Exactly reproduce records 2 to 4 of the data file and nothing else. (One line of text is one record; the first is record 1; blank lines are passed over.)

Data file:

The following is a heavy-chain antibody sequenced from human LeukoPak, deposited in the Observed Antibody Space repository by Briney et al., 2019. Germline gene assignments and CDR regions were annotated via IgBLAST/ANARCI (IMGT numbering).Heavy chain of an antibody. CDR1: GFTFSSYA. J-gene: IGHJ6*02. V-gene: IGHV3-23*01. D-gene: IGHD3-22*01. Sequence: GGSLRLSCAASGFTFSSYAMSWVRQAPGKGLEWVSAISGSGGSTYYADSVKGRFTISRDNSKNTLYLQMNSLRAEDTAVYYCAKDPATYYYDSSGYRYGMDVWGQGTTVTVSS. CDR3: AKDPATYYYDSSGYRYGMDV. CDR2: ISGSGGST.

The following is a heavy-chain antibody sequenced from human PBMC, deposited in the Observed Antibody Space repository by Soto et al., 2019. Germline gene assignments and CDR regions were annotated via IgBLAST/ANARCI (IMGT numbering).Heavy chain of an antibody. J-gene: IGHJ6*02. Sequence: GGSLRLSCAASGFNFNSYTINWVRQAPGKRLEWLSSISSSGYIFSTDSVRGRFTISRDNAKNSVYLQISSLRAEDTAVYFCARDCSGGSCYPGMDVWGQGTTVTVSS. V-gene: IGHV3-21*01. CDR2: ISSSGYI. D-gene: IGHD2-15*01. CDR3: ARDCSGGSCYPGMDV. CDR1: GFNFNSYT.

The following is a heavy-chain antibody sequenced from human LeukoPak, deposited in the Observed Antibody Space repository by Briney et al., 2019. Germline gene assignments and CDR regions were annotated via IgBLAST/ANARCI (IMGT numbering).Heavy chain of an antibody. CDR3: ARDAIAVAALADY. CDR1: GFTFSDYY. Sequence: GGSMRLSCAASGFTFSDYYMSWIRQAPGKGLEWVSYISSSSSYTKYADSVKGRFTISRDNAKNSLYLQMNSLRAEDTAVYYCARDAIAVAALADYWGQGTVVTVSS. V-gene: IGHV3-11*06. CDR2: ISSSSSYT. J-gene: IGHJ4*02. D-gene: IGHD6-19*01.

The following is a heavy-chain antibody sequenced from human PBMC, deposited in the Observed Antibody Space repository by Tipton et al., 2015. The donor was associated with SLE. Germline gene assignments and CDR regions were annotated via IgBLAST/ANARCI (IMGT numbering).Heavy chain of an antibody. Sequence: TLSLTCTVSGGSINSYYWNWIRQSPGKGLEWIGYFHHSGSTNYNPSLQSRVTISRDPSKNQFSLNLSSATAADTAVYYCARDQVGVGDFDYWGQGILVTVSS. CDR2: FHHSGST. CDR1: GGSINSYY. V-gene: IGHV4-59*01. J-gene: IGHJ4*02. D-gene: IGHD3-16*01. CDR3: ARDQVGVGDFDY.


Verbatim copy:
The following is a heavy-chain antibody sequenced from human PBMC, deposited in the Observed Antibody Space repository by Soto et al., 2019. Germline gene assignments and CDR regions were annotated via IgBLAST/ANARCI (IMGT numbering).Heavy chain of an antibody. J-gene: IGHJ6*02. Sequence: GGSLRLSCAASGFNFNSYTINWVRQAPGKRLEWLSSISSSGYIFSTDSVRGRFTISRDNAKNSVYLQISSLRAEDTAVYFCARDCSGGSCYPGMDVWGQGTTVTVSS. V-gene: IGHV3-21*01. CDR2: ISSSGYI. D-gene: IGHD2-15*01. CDR3: ARDCSGGSCYPGMDV. CDR1: GFNFNSYT.

The following is a heavy-chain antibody sequenced from human LeukoPak, deposited in the Observed Antibody Space repository by Briney et al., 2019. Germline gene assignments and CDR regions were annotated via IgBLAST/ANARCI (IMGT numbering).Heavy chain of an antibody. CDR3: ARDAIAVAALADY. CDR1: GFTFSDYY. Sequence: GGSMRLSCAASGFTFSDYYMSWIRQAPGKGLEWVSYISSSSSYTKYADSVKGRFTISRDNAKNSLYLQMNSLRAEDTAVYYCARDAIAVAALADYWGQGTVVTVSS. V-gene: IGHV3-11*06. CDR2: ISSSSSYT. J-gene: IGHJ4*02. D-gene: IGHD6-19*01.

The following is a heavy-chain antibody sequenced from human PBMC, deposited in the Observed Antibody Space repository by Tipton et al., 2015. The donor was associated with SLE. Germline gene assignments and CDR regions were annotated via IgBLAST/ANARCI (IMGT numbering).Heavy chain of an antibody. Sequence: TLSLTCTVSGGSINSYYWNWIRQSPGKGLEWIGYFHHSGSTNYNPSLQSRVTISRDPSKNQFSLNLSSATAADTAVYYCARDQVGVGDFDYWGQGILVTVSS. CDR2: FHHSGST. CDR1: GGSINSYY. V-gene: IGHV4-59*01. J-gene: IGHJ4*02. D-gene: IGHD3-16*01. CDR3: ARDQVGVGDFDY.